sourdough starter

sourdough starter

mother sourdough bread

MOTHER

Sourdough breads have been around for many centuries, and all of them start with a 'mother' or starter. It's simply some flour and water that has already been colonized by some yeast. It's kept in the fridge, and some bakeries have 'mothers' which have been alive for over a century.



These starters create breads which have a lovely tang to them, and produce really crunchy crusts. Making one of these 'mothers' is easy, and will use yeast that is floating in the air in your kitchen, so your sourdough breads will be unique to your home. Homemade, indeed!



Ingredients:

4 cups of white all purpose flour

3-4 potatoes

6 cups of water

2 tablespoons of honey

2 teaspoons of salt



Equipment:

A medium sized bowl ( not metal), a cup, spoons, a basket that can fit over the top of the bowl, a jar that can hold 8 cups of fluid, a refrigerator.



Homemade Sourdough Starter

Printer-friendly recipe

The first step is to create 4 cups of potato water. Wash the potatoes, leaving the skins on. Chop them into three or four pieces each, and place in boiling water for 10 minutes. Remove from heat and let the water cool until it is no longer to hot to touch. Strain the water, placing four cups of the potato water into the bowl. You won't need the potatoes for this recipe.



Now add the rest of the ingredients. Add the flour one cup at a time, stirring. The result will be a mixture the consistency of a very thick pancake batter. If it is too thick to stir with a wooden spoon, add some more potato water or plain water.



Capturing the Yeast



Now we need some yeast. Fortunately, yeast is pretty much everywhere, literally floating in the air in your kitchen. However, there's also lost of dust and other stuff in the air, so it's wise to cover the bowl with a porous lid. I use a basket since the yeast is so small it can fit through the holes.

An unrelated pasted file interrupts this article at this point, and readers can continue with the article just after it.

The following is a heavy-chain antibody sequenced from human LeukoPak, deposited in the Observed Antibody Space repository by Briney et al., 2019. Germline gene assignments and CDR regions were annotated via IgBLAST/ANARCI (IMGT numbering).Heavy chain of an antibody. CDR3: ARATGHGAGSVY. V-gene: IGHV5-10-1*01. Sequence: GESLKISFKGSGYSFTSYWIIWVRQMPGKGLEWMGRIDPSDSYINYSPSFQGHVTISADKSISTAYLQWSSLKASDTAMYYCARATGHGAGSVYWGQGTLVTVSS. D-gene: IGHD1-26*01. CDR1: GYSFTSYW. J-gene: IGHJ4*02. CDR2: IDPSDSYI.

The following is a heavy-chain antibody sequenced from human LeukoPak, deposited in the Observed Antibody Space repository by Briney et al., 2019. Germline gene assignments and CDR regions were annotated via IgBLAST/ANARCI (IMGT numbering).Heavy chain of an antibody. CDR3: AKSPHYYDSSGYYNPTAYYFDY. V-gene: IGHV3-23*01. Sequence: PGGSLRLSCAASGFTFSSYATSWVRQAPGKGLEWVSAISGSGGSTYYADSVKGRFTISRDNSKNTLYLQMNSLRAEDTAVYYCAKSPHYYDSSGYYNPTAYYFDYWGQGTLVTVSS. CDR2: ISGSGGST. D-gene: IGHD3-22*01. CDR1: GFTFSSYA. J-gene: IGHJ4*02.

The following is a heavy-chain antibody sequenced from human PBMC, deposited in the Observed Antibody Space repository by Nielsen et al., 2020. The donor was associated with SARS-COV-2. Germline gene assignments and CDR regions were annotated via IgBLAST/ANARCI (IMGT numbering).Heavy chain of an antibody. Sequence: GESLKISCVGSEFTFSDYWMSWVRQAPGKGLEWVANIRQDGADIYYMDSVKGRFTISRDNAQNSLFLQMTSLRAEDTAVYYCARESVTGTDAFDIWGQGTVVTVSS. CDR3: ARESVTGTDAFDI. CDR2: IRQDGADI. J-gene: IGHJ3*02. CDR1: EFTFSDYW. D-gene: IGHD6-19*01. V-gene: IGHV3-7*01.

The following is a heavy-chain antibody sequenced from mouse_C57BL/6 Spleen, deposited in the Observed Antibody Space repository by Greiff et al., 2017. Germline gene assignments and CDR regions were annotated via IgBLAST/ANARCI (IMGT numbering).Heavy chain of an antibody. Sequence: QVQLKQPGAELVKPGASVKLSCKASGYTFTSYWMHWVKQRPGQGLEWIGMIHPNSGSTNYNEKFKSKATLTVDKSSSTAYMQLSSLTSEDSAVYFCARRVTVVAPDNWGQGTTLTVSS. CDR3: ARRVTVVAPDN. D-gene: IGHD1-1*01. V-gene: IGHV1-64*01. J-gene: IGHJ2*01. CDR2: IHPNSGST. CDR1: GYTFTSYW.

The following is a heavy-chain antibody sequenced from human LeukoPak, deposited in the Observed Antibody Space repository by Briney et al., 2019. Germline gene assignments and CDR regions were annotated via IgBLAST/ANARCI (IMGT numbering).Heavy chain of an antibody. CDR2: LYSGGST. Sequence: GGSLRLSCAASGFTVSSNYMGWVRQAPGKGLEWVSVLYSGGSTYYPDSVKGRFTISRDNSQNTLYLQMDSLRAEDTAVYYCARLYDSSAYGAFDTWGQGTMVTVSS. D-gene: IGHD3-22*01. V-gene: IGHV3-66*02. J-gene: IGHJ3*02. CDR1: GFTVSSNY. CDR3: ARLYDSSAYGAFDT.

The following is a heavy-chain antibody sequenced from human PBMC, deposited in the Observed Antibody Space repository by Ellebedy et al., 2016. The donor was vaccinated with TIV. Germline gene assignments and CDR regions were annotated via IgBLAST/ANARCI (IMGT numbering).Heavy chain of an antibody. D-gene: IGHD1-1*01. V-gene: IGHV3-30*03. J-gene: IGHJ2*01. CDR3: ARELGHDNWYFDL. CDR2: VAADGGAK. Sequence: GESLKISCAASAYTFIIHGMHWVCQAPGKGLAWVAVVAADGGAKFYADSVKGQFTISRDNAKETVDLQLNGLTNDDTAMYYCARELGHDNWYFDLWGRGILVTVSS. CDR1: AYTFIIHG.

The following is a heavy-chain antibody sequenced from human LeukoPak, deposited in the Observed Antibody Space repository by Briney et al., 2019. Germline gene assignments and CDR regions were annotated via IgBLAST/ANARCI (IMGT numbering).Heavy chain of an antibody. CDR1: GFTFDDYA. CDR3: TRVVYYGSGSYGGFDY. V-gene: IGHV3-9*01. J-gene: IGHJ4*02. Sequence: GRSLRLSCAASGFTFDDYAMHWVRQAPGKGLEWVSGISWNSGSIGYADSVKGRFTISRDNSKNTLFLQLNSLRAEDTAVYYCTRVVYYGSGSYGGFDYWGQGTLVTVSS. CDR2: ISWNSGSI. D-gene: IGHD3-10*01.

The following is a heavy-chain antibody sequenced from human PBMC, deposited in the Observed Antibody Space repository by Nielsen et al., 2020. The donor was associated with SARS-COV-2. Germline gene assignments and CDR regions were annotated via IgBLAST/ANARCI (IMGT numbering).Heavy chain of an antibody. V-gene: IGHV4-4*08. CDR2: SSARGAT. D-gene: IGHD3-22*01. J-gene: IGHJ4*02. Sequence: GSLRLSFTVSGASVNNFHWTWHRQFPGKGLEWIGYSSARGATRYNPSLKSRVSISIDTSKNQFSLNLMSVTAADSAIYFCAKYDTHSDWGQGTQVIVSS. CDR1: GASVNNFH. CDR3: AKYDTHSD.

Place the covered bowl somewhere warm in your kitchen - beside the stove, on top of the fridge, or just on a counter. Now you can walk away for a couple of days, giving the yeast time to find the flour.



It's Alive!



On day two, lift the basket. If the yeast has colonized the starter, there should be bubbles and some extra liquid on top. It may also smell bad, which is just the side effect of the fermentation process. If you don't see these signs, put the lid back on and check in the next day.( If you want to see what this should look like, watch my video).



Once the starter has been activated, place some plastic wrap on top, and leave out for one more day. Then pour the starter into a jar and place it in your fridge. Congratulations, you have given birth to a mother!



Feeding Mother



To keep mother alive, she will need to be fed weekly. One cup of flour is all it takes, and you just stir it in and place it back in the fridge. If you're making bread every week, you won't have to do this since you'll be replenishing the starter anyway.



Now that you have a starter, it's time to make some sourdough bread. Please check out this recipe and video to become a sourdough baker!